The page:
During typical markets, a short-term mean-reversion index tends to produce small, steady, positive growth over time. This growth is often sufficient to offset the costs of investing in the index and still yield a positive net return. It is this feature that makes these strategies virtually “costless” to our clients. This makes them compare quite favorably to other strategies such as puts that are quite expensive and thereby divert funds from productive use inside you portfolio. Also, unlike strategies such as collars, there is no limit placed on the positive returns a client can earn — there is no intent to sacrifice any upside potential.
2 – Appreciation in Severe Market Downturns without Subsequent Give-back
What makes these strategies so attractive is how they perform when there is a lot of market turmoil. When markets become very volatile, then the back-and-forth swings can get very large. Using the above example, imagine that in going from the hypothetical index level of 1300 to 1295, the index declines to 1200 on Tuesday, and rebounds to 1400 on Wednesday. This kind of behavior would cause the returns of these strategies to be quite high, thereby protecting your portfolio during chaotic markets.
Just as important, when the turmoil dies down, these strategies maintain their elevated levels. Other types of investments designed to protect portfolios will spike when markets are turbulent and then plummet when markets return to normal, thereby giving back any appreciation they may have had.
3 – Minimal Portfolio Disruption
Since the assets that are invested in these strategies are paired with the S&P 500 Stock Index inside a promissory note, your portfolio stays fully invested in the markets. This is critical, since you do not want to disrupt your carefully considered asset allocation. In other words, you don’t want to dismantle what works in the overwhelming majority of market environments you’re likely to encounter.
When Do These Strategies NOT Work?
No single investment strategy will work in all market conditions, and short-term mean-reversion strategies are no exception.
As the name implies, mean-reversion strategies require reversion to the mean. There is no guarantee that the S&P 500 Index will behave in this way at all times. If the S&P 500 Index moves in the same direction day after day, e.g., plummet every day for a week or more, then these strategies will not provide protection. Fortunately, this scenario is very uncharacteristic of the equity markets in recent decades.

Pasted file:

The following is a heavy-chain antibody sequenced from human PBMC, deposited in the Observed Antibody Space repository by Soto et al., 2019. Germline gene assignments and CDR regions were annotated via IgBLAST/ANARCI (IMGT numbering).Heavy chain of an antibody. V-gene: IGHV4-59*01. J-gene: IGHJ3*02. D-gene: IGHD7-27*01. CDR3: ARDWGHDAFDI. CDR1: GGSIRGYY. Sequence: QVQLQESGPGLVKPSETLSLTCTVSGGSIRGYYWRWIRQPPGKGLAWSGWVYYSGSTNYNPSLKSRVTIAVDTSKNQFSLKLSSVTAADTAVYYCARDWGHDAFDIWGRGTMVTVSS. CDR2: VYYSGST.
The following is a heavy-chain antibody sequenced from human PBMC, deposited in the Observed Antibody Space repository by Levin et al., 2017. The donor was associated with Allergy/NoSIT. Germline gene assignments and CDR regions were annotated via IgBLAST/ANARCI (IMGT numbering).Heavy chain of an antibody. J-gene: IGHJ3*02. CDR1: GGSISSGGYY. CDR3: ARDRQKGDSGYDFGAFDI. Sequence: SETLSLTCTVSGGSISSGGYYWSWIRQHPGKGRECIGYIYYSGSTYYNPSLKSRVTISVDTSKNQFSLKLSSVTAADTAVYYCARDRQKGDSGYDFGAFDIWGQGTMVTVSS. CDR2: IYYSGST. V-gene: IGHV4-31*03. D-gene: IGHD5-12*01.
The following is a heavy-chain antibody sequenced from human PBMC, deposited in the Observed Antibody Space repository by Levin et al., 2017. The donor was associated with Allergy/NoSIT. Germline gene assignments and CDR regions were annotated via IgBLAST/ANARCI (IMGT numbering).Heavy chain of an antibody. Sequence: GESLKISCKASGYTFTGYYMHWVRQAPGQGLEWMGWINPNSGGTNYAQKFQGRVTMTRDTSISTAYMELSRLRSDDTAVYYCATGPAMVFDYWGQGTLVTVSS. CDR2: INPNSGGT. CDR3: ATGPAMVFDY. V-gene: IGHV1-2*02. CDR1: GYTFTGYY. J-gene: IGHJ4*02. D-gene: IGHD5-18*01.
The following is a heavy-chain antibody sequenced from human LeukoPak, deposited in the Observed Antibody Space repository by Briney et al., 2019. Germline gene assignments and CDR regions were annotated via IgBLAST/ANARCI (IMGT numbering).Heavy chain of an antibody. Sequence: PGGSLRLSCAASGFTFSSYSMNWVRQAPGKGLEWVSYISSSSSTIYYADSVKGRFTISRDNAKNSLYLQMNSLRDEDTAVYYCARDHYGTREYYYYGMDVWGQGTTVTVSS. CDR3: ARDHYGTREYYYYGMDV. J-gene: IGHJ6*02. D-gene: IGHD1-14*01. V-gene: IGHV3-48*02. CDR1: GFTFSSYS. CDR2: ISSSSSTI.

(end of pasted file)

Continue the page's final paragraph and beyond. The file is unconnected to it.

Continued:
Another scenario under which these strategies will not protect the portfolio is during a more gradual but protracted bear market such as in 2000-2002. They may still earn a small steady return above the S&P 500 Index due to short-term mean reversion, but not enough to provide meaningful protection. However, this is a scenario that Brinton Eaton has already successfully addressed using other risk management techniques, including scientific asset allocation and diligent rebalancing.
As our client, you have clearly benefitted from our use of this form of portfolio protection. However, we are not stopping our quest to deliver even better solutions. We continue to investigate, develop, and test other potential strategies. In the future, we expect to be able to provide even more sophisticated risk management techniques to help you meet your financial goals.
As always, please reach out to us if you have any questions.
Your team at Brinton Eaton
Please Remember: Past performance may not be indicative of future results. Different types of investments involve varying degrees of risk. Therefore, it should not be assumed that future performance of any specific investment or investment strategy (including the investments and/or investment strategies recommended and/or undertaken by Brinton Eaton) will be profitable. Please remember that it remains your responsibility to advise Brinton Eaton, in writing, if there are any changes in your personal/financial situation or investment objectives for the purpose of reviewing/evaluating/revising our previous recommendations and/or services, if you would like to impose, add, or to modify any reasonable restrictions to our investment advisory services.